Commons told 40,000 civilians, 60,000 fighters killed in 5 months of SL war

Defence Secy wants claim substantiated



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By Shamindra Ferdinando


The Sri Lankan government yesterday alleged that a recent debate in the House of Commons on ‘human rights in the Indian sub-continent’ had exposed some of those propagating lies in support of a move to set up an international war crimes inquiry targeting Sri Lanka.


Defence Secretary Gotabhaya Rajapaksa yesterday told The Island now that the British parliament had been told of 100,000 deaths during the last five months of the battle on the Vanni front, the UK should reveal how it reached that conclusion.


The British lawmaker had conveniently forgotten that the total number of deaths due to the eelam war IV was below 100,000, the Defence Secretary said alleging that a foolish attempt was now being made to exaggerate casualty figures in view of the on-going Geneva sessions of the Human Rights Council. According to him, it was part of a propaganda war against Sri Lanka ahead of the UN General Assembly in New York.


Long standing LTTE supporter Siobhain McDonagh (Mitcham and Morden) (Labour) told the House of Commons on Sept. 15 that Sri Lanka’s war, in its last five months alone, had claimed the lives of 100,000 people, 40,000 of them civilians.


Defence Secretary Rajapaksa said that those wanting to haul Sri Lanka up before an international war crimes tribunal on the basis of the controversial ‘Darusman report’ and ‘Sri Lanka’s Killing Fields’ produced by Channel 4 News should go through the Commons debate on ‘human rights in the Indian sub continent.’’


UK based sources told The Island that about 70 per cent of the debate had been taken up by the Jammu and Kashmir issue with the number of participants being about 30 out of the 640 member House of Commons.


MP McDonagh had gone went on record saying that the Vanni battles in 2009 claimed the lives of 60,000 combatants. Responding to a query, the Defence Secretary said that security forces and police had lost about 6,000 officers and men during eelam war IV (June 2009 to May 19, 2009) and about 30,000 were wounded.


Rajapaksa pointed out that Amnesty International in its latest bulletin captioned ‘WHEN WILL THEY GET JUSTICE?’ estimated the number of civilians killed at 10,000 on the basis of information provided by eye witnesses and aid workers. The September 2011 report however didn’t make any reference to the number of combatants killed during eelam war IV or the final five months.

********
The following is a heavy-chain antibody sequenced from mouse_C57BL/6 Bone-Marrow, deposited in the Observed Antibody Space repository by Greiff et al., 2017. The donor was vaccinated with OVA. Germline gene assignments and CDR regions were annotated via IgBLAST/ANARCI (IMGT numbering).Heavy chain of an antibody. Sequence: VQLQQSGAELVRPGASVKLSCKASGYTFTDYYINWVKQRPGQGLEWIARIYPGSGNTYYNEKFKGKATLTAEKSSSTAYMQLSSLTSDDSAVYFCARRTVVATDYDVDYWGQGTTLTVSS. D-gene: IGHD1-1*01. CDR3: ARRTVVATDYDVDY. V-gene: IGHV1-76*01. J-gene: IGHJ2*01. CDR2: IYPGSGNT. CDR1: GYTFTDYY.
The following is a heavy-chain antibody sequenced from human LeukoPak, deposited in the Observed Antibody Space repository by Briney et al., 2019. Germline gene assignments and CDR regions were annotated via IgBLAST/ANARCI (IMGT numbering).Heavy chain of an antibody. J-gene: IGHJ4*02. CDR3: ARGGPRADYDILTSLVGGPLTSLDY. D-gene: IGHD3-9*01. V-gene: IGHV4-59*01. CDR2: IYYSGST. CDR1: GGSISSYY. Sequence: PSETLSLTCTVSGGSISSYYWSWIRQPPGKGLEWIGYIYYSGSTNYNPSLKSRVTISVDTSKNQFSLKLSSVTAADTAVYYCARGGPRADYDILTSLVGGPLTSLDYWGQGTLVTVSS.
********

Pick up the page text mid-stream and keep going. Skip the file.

Rajapaksa said if the London headquartered Amnesty International had based its report on eyewitnesses and aid workers, it would be interesting to know who briefed British MPs regarding the ground situation.


MP McDonagh alleged that the Sri Lankan military continued to control civilian life in what she called the Tamil areas, including aid, and routinely stole Tamil property for use by military personnel and their families.


Rajapaksa said that the military had facilitated the launch of special banking services for those arriving in IDP facilities to deposit their money. "They brought in millions of rupees in cash and millions worth of jewellery. There hadn’t been any complaints of theft or robbery," Rajapaksa said.


MP McDonagh thanked the previous British government for terminating the GSP plus trade facility given to Sri Lanka, opposing Sri Lanka receiving IMF stand-by facility amounting to $ 2.6 billion and thwarting a move to host the Commonwealth summit in Colombo


She said: "Britain must take a brave and principled lead—just as we did in Kosovo and, with France, in Libya—and do all that it can to ensure that a full independent international investigation of war crimes takes place. Those of us who believe in justice want the people responsible to be held to account, just as all of us would agree about Colonel Gaddafi, Radovan Karadzic and Charles Taylor. Sri Lanka still wants to host the Commonwealth summit in 2013. We should be clearly saying "No, not until there is a fully independent, UN-led international inquiry. I hope that if one thing comes out of today’s debate, it will be that commitment."


 
 
 
 
 
 
 
 

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